• @forest As for your last question, this is all the details we have but as I said we can make assumptions as long as they aren't far-fetched. For threat model we use STRIDE. Apologies for messing up the comments here, it's my first time posting in such forum. – DiscoPigeon Apr 22 '18 at 10:42
  1. If access to cars is not logged (entering and exiting), you can't say whether one of the users stole it or someone got in by "lockpicking".
  2. If access to cars is not logged, you can't say whether the user, who booked the car, or one of the emergency service people stole the car.
  3. What happens if user does not return the car in time with a legitimate reason, such as traffic jam, cops, etc. Will his access be revoked and he will be unable to return the car? Will he retain the access? Will it be logged? Also special consideration of how to log this with point 6.
  4. Do you store last known GPS location? Do you monitor for outages and what is the response? Do you check the sanity of the data? There are GPS jamers out there.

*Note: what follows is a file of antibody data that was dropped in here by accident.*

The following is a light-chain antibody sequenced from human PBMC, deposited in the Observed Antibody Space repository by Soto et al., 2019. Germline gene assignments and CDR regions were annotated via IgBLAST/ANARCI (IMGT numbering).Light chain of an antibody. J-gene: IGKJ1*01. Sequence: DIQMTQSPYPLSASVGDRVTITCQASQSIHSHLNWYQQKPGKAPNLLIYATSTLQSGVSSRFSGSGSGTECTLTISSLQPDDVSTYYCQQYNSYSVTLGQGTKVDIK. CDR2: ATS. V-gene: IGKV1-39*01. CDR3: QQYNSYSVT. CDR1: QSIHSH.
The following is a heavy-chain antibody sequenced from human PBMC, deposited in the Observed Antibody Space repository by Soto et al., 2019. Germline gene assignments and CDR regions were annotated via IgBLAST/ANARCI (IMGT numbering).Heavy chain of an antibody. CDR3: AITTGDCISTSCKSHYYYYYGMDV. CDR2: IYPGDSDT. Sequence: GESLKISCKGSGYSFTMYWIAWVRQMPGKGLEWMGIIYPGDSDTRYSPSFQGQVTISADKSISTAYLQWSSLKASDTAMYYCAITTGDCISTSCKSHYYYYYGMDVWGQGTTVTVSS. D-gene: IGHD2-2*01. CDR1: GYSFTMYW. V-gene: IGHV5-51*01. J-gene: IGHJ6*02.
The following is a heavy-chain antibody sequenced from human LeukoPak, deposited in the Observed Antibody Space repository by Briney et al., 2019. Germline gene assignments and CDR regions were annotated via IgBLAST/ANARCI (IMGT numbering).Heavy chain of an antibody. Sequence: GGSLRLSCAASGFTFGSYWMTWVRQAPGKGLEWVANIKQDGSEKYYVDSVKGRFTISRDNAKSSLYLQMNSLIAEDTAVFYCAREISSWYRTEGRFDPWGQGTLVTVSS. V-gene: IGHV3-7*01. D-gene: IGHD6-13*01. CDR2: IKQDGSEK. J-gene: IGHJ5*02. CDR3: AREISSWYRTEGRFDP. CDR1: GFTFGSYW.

5. How is data sent by car authenticated? Can an attacker spoof logs with/without access to the car?
  6. Are access logs to the car nonrepudable, for example by signing the log entry by the smart card? How do you solve exiting the car, extensions of time and other data, where the smart-card may not be available anymore.
  7. Who can monitor the location and use of the cars? For example, could other user spy on a user by checking that he has the car reserved and where the car is? When can the users see the position of the car, as I assume they would need to to know where the car they want to reserve is parked.
  8. What happens if someone reserves a car and does not use it? How do you prevent denial of service by reservation of the cars?
  9. Can someone with access to the car retrieve its crypto keys, or abuse them?